“I don’t want to be bothered by noise. I’m tired of hearing awful things.” I do not complain anymore… well, about noise at least. I am now deaf. I see smiling faces but cannot hear laughter. I am able to sense concern and fear, but no longer can I hear someone’s cries and screams. Spoken discourse differs from written because one is able to establish emotionally the direction of the conversation through voice. The inflection of one’s voice can change the form of the words to express particular attributes. “She talks a lot,” can be said with a somber tone because it is factual. If it is said with sass, someone finds the girl’s gabbing to be an annoyance.
Life has not changed drastically. Most of what I did as a hearing person I am able to do now, but I miss “smaller things.” I miss ordering takeout over the telephone and waking up to birds chirping. I even miss being awoken by the sirens on emergency vehicles late at night. I am not alone in this soundless world; everyone is deaf. Everyone has fallen victim to a terrible virus. No one is certain as to how or why the virus came about.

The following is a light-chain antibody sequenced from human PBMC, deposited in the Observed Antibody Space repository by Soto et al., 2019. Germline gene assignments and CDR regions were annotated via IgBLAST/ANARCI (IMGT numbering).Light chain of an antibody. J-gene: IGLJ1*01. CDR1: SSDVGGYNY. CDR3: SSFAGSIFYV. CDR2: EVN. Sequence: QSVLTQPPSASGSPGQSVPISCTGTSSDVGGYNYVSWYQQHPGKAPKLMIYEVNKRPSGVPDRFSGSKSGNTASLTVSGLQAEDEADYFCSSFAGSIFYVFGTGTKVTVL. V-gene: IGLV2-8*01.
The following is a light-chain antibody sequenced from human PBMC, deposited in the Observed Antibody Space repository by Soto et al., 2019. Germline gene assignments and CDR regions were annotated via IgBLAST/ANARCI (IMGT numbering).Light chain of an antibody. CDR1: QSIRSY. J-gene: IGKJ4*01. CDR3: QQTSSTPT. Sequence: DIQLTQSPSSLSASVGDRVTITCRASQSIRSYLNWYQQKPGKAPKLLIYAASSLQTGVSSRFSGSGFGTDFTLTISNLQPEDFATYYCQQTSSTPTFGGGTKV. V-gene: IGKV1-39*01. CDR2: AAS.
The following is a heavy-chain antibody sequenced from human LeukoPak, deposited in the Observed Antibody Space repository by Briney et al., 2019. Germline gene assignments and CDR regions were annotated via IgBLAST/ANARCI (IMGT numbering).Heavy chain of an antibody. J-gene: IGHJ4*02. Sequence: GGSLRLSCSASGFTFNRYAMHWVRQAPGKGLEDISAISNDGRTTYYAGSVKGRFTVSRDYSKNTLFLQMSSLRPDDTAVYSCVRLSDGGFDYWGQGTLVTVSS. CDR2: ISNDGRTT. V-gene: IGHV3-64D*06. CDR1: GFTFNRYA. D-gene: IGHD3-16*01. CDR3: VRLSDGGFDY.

The deafening virus is viewed both positively and negatively. I find comfort in sharing my experience with friends, family, and even strangers. Everyone throughout the world is facing a similar situation: life without sound. Deafness has always existed; there are auditory teachers and speech therapists that have been educated and trained to assist individuals experiencing partial or total hearing loss. Unfortunately, the world population outnumbers these individuals, and they, too are deaf. Hearing aids and cochlear implants are available, too, to assist with hearing loss. However, to maintain these devices can be costly, and in the case of cochlear implants, invasive surgery is required.
Documented as early as the fifth century B.C. in Plato’s Cratylus, groups of deaf people have used sign language: “If we hadn’t a voice or a tongue, and wanted to...
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